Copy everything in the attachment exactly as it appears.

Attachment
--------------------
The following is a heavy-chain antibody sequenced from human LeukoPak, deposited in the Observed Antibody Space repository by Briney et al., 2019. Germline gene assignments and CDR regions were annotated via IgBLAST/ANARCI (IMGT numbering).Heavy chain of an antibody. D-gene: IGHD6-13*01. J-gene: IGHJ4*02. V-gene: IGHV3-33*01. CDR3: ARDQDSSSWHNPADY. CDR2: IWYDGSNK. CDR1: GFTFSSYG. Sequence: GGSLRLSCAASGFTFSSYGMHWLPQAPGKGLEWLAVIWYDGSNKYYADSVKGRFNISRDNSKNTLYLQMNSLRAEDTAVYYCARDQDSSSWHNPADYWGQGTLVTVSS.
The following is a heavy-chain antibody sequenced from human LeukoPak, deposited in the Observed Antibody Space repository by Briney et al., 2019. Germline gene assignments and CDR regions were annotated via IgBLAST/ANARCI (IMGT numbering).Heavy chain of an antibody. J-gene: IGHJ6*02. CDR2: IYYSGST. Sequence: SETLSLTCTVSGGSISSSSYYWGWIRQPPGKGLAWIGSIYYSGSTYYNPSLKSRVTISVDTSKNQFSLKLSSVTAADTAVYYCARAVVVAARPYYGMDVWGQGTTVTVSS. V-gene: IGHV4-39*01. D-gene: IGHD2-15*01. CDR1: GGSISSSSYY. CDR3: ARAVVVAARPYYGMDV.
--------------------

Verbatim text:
The following is a heavy-chain antibody sequenced from human LeukoPak, deposited in the Observed Antibody Space repository by Briney et al., 2019. Germline gene assignments and CDR regions were annotated via IgBLAST/ANARCI (IMGT numbering).Heavy chain of an antibody. D-gene: IGHD6-13*01. J-gene: IGHJ4*02. V-gene: IGHV3-33*01. CDR3: ARDQDSSSWHNPADY. CDR2: IWYDGSNK. CDR1: GFTFSSYG. Sequence: GGSLRLSCAASGFTFSSYGMHWLPQAPGKGLEWLAVIWYDGSNKYYADSVKGRFNISRDNSKNTLYLQMNSLRAEDTAVYYCARDQDSSSWHNPADYWGQGTLVTVSS.
The following is a heavy-chain antibody sequenced from human LeukoPak, deposited in the Observed Antibody Space repository by Briney et al., 2019. Germline gene assignments and CDR regions were annotated via IgBLAST/ANARCI (IMGT numbering).Heavy chain of an antibody. J-gene: IGHJ6*02. CDR2: IYYSGST. Sequence: SETLSLTCTVSGGSISSSSYYWGWIRQPPGKGLAWIGSIYYSGSTYYNPSLKSRVTISVDTSKNQFSLKLSSVTAADTAVYYCARAVVVAARPYYGMDVWGQGTTVTVSS. V-gene: IGHV4-39*01. D-gene: IGHD2-15*01. CDR1: GGSISSSSYY. CDR3: ARAVVVAARPYYGMDV.